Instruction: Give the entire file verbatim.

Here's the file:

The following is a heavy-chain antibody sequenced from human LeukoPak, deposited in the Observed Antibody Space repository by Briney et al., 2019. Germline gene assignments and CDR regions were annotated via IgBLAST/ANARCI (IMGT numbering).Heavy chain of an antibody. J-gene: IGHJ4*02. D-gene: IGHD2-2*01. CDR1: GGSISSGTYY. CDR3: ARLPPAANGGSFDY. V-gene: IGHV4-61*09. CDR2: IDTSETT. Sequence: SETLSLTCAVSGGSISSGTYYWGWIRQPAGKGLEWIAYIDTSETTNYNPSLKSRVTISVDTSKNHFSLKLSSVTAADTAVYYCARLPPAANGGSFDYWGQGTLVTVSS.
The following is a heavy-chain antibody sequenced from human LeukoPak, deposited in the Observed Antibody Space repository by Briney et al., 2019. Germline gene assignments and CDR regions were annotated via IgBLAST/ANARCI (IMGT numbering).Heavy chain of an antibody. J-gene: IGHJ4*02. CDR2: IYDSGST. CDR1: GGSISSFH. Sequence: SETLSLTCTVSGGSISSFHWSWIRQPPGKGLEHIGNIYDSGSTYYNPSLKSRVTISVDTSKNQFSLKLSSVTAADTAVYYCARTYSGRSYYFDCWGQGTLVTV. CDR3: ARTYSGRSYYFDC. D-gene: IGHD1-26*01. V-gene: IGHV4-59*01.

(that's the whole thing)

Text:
The following is a heavy-chain antibody sequenced from human LeukoPak, deposited in the Observed Antibody Space repository by Briney et al., 2019. Germline gene assignments and CDR regions were annotated via IgBLAST/ANARCI (IMGT numbering).Heavy chain of an antibody. J-gene: IGHJ4*02. D-gene: IGHD2-2*01. CDR1: GGSISSGTYY. CDR3: ARLPPAANGGSFDY. V-gene: IGHV4-61*09. CDR2: IDTSETT. Sequence: SETLSLTCAVSGGSISSGTYYWGWIRQPAGKGLEWIAYIDTSETTNYNPSLKSRVTISVDTSKNHFSLKLSSVTAADTAVYYCARLPPAANGGSFDYWGQGTLVTVSS.
The following is a heavy-chain antibody sequenced from human LeukoPak, deposited in the Observed Antibody Space repository by Briney et al., 2019. Germline gene assignments and CDR regions were annotated via IgBLAST/ANARCI (IMGT numbering).Heavy chain of an antibody. J-gene: IGHJ4*02. CDR2: IYDSGST. CDR1: GGSISSFH. Sequence: SETLSLTCTVSGGSISSFHWSWIRQPPGKGLEHIGNIYDSGSTYYNPSLKSRVTISVDTSKNQFSLKLSSVTAADTAVYYCARTYSGRSYYFDCWGQGTLVTV. CDR3: ARTYSGRSYYFDC. D-gene: IGHD1-26*01. V-gene: IGHV4-59*01.